Both in the case of the current situation where data are with collectors and the new setup with data-cooperatives, governments will probably want to be able to check on data of its citizens up to a certain extent. The government has this privilege. In essence, nothing will change at this point, except that citizens might be more aware of the reach of the government in case of a data-cooperative.
Sale of data
In case the cooperative sells data, the income is for the cooperative. It will not be dependent on gifts of government support. It can re-distribute the profit after expenses to its members. In this way, the people collect the benefit of the data. Now the collectors (Big Tech) take most of the gain.
The current model where the collectors are owners of the data has one advantage: The collectors can offer lots of fantastic services for free. Everybody is now used to free search-engines, free social media, free email, free navigation, etc. The downside is that SOMEBODY MUST FOOT THE BILL! All those beautiful services are now (with often substantial profit margins) paid by selling data. The most elegant solution would be that the data-cooperative negotiates with the collector that he can re-use part of the data for free, in return for free services to its customers. Apart from that, we believe every collector should offer a subscription option for the users that want full privacy and therefore nothing can be earned from their data.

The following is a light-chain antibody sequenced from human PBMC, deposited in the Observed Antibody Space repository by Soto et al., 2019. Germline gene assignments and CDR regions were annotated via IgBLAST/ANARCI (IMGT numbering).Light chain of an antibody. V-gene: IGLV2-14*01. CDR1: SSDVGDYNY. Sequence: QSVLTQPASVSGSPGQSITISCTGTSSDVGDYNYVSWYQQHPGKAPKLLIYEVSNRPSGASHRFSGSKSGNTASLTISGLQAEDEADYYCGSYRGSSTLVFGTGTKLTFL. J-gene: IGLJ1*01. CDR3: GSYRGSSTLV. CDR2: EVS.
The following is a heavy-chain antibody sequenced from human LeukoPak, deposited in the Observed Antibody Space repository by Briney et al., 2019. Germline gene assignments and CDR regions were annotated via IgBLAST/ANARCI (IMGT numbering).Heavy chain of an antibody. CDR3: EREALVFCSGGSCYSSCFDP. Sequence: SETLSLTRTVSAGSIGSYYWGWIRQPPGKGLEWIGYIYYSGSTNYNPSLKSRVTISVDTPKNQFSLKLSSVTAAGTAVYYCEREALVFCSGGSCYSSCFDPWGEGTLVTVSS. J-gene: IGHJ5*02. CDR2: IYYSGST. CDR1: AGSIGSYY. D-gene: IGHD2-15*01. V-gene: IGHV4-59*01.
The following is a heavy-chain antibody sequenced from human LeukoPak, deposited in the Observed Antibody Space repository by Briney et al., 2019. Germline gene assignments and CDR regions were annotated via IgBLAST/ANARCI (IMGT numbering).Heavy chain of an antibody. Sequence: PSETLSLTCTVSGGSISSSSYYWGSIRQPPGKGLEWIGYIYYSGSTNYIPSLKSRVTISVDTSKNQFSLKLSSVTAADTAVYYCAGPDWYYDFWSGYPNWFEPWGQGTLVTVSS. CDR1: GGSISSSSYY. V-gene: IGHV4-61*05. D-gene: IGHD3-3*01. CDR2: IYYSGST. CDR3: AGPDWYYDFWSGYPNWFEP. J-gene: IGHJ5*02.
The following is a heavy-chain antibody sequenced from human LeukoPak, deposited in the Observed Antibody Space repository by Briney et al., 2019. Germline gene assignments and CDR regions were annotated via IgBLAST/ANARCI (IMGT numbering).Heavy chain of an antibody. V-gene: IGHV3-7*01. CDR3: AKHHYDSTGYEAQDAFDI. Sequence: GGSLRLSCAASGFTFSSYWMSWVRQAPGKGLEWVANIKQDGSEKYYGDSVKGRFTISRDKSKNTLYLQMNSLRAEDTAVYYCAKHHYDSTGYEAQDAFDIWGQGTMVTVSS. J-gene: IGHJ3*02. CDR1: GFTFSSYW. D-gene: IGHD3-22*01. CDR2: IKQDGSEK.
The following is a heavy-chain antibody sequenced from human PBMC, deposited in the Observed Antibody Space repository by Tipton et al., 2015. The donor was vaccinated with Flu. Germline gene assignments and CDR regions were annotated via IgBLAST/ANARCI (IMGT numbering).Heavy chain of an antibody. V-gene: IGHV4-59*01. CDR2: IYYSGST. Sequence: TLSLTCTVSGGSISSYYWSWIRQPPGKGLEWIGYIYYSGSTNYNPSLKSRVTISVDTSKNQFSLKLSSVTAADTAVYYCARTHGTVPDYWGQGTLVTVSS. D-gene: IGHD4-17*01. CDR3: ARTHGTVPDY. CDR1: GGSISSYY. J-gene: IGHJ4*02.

Education is needed for the public to make them understand that they are selling their privacy in return for free services. Most consumers do not understand this trade-off. The task for this education lies both with the government and collectors of data.
The decision what to do with data is in principle in the hands of the data-cooperative. But the provider of the data should be allowed discuss with the cooperative how to handle the data. A data-collector should have the possibility to go to court in case it feels the data-cooperative is not treating it or its data appropriately.
In a traditional cooperative, members that contribute more to the cooperative, receive more money. Likewise, producers of valuable data should receive a proportionally part of the profit. Producers that want to keep most data private will generate less revenue and should get proportionally less paid.